We will review and discuss your extracurricular interests and activities, which include community service, high school clubs and governance committees, performing and visual arts, athletics, work experiences, hobbies, and other endeavors that are meaningful to you. These extracurricular accomplishments will be an essential component in your college application and they will comprise the majority of your résumé.
CollegeBridge Reality Check
When you attend a college or university, you are a member of a community—a community that the admissions committee has consciously created from a vast pool of applicants. The committee is in the business of admitting individuals who will constitute the college’s future community and who cohere with the college’s vision of itself as an educational institution preparing young men and women to become productive members in our society. Therefore, the college admissions officers that review your file will consider how you have been a citizen in your high school or community at large. They will instinctively ask questions, such as: “How have you shown your capacity to care about others? “Do you recognize that you are part of a larger community and have you demonstrated a sense of responsibility for that community?” “How will you interact or engage with your future peers both in and beyond the classroom?” “How will you influence or shape our institution?” Your extracurricular track record during your high school career will indicate to them something about your social maturity and civic consciousness.
Extracurricular interests and activities cover an exceptionally vast array of topics. The following comments are selective, but contain some truths that are applicable to the category as a whole.
• Your high school will probably offer an extensive list of school clubs—academic and social—community outreach programs, and student governance committees. Colleges will consider how you have engaged in these opportunities.
• Visual and performing arts are profoundly integral and vital to our social and cultural life. Your artistic talents and endeavors are an expression of who you are, what motivates you, and what you enjoy. Your involvement, performance, or creations may also express your creativity, and demonstrate your work ethic and commitment to developing those talents.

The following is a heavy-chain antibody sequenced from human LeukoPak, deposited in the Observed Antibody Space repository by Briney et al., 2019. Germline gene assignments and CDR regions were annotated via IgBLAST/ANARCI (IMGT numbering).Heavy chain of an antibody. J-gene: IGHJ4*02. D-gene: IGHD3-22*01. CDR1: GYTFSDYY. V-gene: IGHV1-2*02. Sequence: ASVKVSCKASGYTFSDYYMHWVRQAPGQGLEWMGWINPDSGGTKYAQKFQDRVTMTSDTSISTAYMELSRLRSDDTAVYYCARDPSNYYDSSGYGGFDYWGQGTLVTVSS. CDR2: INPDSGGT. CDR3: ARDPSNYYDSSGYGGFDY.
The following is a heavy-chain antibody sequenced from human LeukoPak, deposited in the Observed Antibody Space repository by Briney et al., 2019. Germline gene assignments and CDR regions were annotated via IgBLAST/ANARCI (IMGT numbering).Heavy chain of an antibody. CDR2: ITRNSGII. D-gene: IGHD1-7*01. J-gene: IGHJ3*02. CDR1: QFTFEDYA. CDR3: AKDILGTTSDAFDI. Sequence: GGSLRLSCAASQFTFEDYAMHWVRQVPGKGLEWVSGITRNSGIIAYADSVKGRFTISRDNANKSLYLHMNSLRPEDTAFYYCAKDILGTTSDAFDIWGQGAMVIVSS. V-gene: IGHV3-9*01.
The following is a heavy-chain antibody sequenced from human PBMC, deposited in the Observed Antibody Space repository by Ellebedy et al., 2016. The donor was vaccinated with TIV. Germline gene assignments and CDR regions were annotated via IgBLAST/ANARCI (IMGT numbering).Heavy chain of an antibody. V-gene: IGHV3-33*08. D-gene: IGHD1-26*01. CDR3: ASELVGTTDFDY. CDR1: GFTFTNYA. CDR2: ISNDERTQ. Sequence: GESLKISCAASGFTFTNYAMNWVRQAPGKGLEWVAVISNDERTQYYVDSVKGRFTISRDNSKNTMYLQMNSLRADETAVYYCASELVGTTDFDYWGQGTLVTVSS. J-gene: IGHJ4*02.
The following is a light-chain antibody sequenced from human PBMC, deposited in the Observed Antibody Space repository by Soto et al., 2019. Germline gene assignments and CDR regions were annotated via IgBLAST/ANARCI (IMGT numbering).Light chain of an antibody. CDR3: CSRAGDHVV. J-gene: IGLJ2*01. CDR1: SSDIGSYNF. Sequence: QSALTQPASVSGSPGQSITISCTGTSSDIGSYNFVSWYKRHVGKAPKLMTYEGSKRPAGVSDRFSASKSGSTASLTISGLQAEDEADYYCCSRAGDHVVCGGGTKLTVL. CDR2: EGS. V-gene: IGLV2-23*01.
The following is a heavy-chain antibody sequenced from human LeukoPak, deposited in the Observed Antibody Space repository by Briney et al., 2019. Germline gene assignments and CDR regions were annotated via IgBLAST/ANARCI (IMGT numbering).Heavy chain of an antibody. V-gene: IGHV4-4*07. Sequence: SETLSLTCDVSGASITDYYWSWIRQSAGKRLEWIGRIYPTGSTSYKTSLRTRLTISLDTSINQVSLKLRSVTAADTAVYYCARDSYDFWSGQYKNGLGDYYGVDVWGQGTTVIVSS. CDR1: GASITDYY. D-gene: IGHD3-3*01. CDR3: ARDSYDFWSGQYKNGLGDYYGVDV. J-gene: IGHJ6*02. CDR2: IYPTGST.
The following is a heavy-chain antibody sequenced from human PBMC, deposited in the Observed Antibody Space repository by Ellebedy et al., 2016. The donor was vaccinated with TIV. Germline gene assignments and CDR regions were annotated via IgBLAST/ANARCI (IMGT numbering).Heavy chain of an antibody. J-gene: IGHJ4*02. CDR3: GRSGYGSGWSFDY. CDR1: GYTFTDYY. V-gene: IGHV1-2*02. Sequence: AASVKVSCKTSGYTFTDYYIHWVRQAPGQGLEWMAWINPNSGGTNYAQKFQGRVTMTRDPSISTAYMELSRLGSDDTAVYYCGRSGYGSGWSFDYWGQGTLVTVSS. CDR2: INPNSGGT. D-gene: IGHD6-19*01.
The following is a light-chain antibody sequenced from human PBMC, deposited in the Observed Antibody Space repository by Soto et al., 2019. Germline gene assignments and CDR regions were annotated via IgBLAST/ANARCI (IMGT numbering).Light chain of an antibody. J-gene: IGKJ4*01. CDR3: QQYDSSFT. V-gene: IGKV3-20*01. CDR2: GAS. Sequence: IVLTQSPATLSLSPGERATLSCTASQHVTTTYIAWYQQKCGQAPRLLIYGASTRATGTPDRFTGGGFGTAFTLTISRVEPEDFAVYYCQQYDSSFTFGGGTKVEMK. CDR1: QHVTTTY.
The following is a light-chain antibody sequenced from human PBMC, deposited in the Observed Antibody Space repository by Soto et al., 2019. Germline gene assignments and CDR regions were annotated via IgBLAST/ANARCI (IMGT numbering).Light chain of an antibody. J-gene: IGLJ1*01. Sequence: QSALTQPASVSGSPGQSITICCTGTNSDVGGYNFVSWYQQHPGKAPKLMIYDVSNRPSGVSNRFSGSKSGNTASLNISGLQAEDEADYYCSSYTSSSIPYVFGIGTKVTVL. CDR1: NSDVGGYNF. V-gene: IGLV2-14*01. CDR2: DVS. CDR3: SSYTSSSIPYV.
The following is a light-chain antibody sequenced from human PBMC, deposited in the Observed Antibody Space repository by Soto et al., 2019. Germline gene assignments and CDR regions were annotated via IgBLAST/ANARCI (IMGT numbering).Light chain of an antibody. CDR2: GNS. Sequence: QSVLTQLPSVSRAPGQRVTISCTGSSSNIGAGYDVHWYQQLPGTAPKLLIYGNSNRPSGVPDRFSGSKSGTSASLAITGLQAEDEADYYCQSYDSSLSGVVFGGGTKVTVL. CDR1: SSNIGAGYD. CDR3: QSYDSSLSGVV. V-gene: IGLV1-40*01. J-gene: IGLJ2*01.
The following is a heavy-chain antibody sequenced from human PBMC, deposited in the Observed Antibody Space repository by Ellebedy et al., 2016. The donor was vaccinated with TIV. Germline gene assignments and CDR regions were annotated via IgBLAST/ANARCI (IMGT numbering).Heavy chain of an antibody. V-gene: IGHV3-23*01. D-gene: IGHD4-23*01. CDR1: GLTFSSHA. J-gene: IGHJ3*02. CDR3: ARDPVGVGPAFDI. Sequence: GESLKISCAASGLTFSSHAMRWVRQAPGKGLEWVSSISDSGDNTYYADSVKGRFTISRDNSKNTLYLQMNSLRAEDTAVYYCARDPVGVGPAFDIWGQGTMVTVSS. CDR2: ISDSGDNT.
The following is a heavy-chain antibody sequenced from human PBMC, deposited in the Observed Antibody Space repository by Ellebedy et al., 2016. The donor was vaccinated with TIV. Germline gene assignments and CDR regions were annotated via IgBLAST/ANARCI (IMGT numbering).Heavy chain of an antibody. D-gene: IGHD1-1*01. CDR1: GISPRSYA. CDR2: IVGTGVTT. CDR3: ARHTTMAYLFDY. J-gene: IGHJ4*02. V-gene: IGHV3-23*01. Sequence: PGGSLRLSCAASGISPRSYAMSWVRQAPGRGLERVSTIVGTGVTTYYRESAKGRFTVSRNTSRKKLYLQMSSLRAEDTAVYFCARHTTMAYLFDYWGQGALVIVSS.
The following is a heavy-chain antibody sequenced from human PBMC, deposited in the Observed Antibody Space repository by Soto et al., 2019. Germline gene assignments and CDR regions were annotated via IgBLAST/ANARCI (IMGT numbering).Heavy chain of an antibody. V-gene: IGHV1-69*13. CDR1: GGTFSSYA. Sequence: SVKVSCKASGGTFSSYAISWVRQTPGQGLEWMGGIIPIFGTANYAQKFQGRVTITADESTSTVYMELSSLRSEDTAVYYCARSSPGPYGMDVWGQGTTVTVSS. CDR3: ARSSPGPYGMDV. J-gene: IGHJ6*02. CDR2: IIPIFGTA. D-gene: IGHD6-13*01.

• Athletics are an important activity for healthy and well-balanced individuals. Your participation in high school sports is an early rite of passage that teaches life lessons, fosters self-understanding, and develops the requisite capacity to work in a team. Only a very select few of you will participate in NCAA collegiate sports, but exceptional athletic ability, when combined with outstanding academic performance, confers a distinct advantage in admission to highly selective schools.
• Your work experience may reflect the economic realities that you and your family face, and, therefore, may limit your involvement in certain extracurricular activities. Nonetheless, most admissions committees recognize work experiences as a valuable component in your maturation and emotional growth.
• The colleges that you apply to will also take note of how you have exerted leadership. In what venue you have been a leader will matter less than the fact that you took initiative, assumed responsibility for others, and that you have shown the ability to work effectively with your peers. The more selective colleges will have greater expectations that you have distinguished yourself through some form of leadership.
Your college gatekeepers have no interest in, and they will see through, any attempt that you make to pad your résumé with either superficial positions or activities. Any ruse to impress them is futile, and ultimately undermines the impact of your application. They are not looking for eighteen-year-old Renaissance individuals, nor do they expect that you have already changed the world. Their fundamental criterion is: “How have you demonstrated your commitment or perseverance in whatever you passionately pursued through your extracurricular activities?”